Likewise, A Tale of Two Cities opens with its own theme. The first section is titled "Recalled to Life," referring to the enigmatic message that informs a banker that one of his clients has been released from prison in France after years of captivity, years in which he had often been presumed dead. This restoration of life where none was thought to be found is one of the major themes of the book. Dickens builds on his theme in the early chapters by referring to the American Revolution, the birth of a new country, and of course his entire book is set in the French Revolution, from which would spring a new French republic where there had once been a monarchy. In the days of the revolution, it would have been difficult to imagine that anything lifelike could emerge from the carnage.

In chapter 5 of the first section, set several years before the French Revolution took hold, Dickens wrote of a cask of wine that breaks in the street, causing the starving Parisians to crawl in the dust to catch a few drops:

The wine was red wine, and had stained the ground on the narrow street in the suburb of Saint Antoine, in Paris, where it was spilled. It had stained many hands, too, and many faces, and many naked feet, and many wooden shoes. The hands of the man who sawed the wood left red marks on the billets; and the forehead of the woman who nursed her baby was stained with the stain of the old rag she wound about her head again [after using it to soak up some wine]. Those who had been greedy with the staves of the cask, had acquired a tigerish smear about the mouth; and one tall joker so besmirched, his head more out of a long squalid bag of a nightcap than in it, scrawled upon a wall with his finger dipped in muddy wine-lees--BLOOD.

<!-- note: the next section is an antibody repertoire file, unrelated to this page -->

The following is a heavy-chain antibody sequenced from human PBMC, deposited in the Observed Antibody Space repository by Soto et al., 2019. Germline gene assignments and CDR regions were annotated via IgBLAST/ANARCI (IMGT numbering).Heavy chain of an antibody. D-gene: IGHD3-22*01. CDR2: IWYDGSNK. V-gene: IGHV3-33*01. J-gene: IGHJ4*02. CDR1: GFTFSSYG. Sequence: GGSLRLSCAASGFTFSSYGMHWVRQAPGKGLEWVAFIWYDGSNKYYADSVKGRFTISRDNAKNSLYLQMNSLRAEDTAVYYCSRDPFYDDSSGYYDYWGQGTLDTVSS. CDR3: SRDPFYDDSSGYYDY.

The time was to come, when that wine too would be spilled on the street-stones, and when the stain of it would be red upon many there.

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August 14, 2007

’Now and Not Yet’ Review

Nowandnotyetlarge I’ve been blogging off and on about Jennifer Marshall’s new book. Now my fellow intern Alyce and I have recently written a review on the book in a discussion format which is up on the BreakPoint website. If you’d like to read more about the book and get the dual perspective of two twenty-something women while being entertained with a lively discussion, click here!

August 09, 2007

Blog-a-Book: ’Two Cities’ under new management

Because of Catherine's upcoming trip and all its accompanying deadlines and pressures, Kristine and I are taking A Tale of Two Cities off her hands. Starting next week sometime, we'll be tag-teaming the book. As we've both read it already, expect more of a general discussion of themes, character, plot, and so forth than a close following of the twists and turns of the narrative. One thing I particularly hope to do is to see how certain themes tie in with some of the very same experiences undergone by some of the people Catherine and Zoe will be meeting (even though they're probably not going to be able to blog on the trip much). So in a sense, you could still call her our honorary book-blogger -- or divide us into the theoretical and the practical. :-)